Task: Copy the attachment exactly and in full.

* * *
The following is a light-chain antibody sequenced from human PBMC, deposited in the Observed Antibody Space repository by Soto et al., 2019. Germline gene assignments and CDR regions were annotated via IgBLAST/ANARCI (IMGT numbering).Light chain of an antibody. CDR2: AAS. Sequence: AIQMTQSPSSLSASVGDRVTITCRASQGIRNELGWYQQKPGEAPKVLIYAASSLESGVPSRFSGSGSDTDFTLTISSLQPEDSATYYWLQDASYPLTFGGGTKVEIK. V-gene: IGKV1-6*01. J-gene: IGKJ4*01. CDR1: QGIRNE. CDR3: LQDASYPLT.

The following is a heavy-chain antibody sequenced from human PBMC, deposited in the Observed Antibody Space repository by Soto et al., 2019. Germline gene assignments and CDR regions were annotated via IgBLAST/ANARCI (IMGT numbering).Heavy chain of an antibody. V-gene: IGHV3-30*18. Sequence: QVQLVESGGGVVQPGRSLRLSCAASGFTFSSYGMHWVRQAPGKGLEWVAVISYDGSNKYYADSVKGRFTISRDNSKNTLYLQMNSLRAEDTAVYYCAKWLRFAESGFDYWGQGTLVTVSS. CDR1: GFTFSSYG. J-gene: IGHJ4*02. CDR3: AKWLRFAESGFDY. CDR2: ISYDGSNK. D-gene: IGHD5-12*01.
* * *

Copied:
The following is a light-chain antibody sequenced from human PBMC, deposited in the Observed Antibody Space repository by Soto et al., 2019. Germline gene assignments and CDR regions were annotated via IgBLAST/ANARCI (IMGT numbering).Light chain of an antibody. CDR2: AAS. Sequence: AIQMTQSPSSLSASVGDRVTITCRASQGIRNELGWYQQKPGEAPKVLIYAASSLESGVPSRFSGSGSDTDFTLTISSLQPEDSATYYWLQDASYPLTFGGGTKVEIK. V-gene: IGKV1-6*01. J-gene: IGKJ4*01. CDR1: QGIRNE. CDR3: LQDASYPLT.

The following is a heavy-chain antibody sequenced from human PBMC, deposited in the Observed Antibody Space repository by Soto et al., 2019. Germline gene assignments and CDR regions were annotated via IgBLAST/ANARCI (IMGT numbering).Heavy chain of an antibody. V-gene: IGHV3-30*18. Sequence: QVQLVESGGGVVQPGRSLRLSCAASGFTFSSYGMHWVRQAPGKGLEWVAVISYDGSNKYYADSVKGRFTISRDNSKNTLYLQMNSLRAEDTAVYYCAKWLRFAESGFDYWGQGTLVTVSS. CDR1: GFTFSSYG. J-gene: IGHJ4*02. CDR3: AKWLRFAESGFDY. CDR2: ISYDGSNK. D-gene: IGHD5-12*01.